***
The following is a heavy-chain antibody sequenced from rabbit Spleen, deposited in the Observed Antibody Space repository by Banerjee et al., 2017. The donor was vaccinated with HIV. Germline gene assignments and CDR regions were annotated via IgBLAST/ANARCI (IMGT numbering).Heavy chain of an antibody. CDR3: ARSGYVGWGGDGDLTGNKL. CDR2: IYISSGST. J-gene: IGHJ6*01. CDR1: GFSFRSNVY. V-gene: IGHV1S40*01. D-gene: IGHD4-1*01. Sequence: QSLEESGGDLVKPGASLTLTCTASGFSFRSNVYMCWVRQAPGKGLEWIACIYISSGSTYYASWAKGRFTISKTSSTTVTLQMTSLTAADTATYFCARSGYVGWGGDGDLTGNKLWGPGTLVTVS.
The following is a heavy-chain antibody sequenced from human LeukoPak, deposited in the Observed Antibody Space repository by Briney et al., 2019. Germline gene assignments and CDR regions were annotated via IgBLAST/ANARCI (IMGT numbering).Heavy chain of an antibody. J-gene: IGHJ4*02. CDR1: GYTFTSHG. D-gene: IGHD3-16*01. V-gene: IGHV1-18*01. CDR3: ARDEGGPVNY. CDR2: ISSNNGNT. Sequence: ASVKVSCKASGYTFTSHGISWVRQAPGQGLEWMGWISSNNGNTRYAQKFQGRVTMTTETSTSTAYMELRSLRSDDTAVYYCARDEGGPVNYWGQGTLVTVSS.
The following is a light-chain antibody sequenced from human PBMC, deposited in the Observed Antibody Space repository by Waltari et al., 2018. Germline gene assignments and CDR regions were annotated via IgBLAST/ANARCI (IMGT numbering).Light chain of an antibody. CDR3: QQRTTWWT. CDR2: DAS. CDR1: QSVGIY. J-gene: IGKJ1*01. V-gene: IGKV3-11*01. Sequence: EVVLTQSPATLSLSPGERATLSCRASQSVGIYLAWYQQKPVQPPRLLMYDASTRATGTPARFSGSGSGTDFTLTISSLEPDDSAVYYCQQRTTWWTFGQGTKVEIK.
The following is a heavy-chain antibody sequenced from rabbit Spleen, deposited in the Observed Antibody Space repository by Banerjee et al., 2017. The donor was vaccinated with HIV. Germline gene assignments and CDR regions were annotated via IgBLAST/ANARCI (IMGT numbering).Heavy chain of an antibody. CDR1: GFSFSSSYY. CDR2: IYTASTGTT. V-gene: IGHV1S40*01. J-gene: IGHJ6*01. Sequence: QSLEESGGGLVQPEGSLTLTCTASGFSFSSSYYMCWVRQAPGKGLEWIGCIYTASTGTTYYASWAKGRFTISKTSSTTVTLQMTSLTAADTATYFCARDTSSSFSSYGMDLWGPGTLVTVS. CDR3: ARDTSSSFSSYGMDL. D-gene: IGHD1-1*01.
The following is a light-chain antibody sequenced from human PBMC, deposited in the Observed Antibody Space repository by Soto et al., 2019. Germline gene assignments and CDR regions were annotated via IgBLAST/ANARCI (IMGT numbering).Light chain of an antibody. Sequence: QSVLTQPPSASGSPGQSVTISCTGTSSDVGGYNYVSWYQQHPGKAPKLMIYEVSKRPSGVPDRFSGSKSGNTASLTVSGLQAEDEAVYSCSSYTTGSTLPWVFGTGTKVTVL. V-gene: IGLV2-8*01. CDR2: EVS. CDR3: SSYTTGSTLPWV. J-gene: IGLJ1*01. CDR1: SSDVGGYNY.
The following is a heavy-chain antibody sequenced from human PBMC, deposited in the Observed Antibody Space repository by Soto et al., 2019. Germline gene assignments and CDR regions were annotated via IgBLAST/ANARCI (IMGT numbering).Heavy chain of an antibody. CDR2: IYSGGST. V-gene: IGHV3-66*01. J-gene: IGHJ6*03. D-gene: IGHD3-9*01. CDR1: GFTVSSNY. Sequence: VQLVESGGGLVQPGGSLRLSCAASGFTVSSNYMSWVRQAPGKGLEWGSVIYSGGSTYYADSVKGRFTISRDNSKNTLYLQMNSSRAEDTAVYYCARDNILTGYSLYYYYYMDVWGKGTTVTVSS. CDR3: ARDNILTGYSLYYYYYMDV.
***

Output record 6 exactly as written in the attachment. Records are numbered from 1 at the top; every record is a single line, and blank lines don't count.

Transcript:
The following is a heavy-chain antibody sequenced from human PBMC, deposited in the Observed Antibody Space repository by Soto et al., 2019. Germline gene assignments and CDR regions were annotated via IgBLAST/ANARCI (IMGT numbering).Heavy chain of an antibody. CDR2: IYSGGST. V-gene: IGHV3-66*01. J-gene: IGHJ6*03. D-gene: IGHD3-9*01. CDR1: GFTVSSNY. Sequence: VQLVESGGGLVQPGGSLRLSCAASGFTVSSNYMSWVRQAPGKGLEWGSVIYSGGSTYYADSVKGRFTISRDNSKNTLYLQMNSSRAEDTAVYYCARDNILTGYSLYYYYYMDVWGKGTTVTVSS. CDR3: ARDNILTGYSLYYYYYMDV.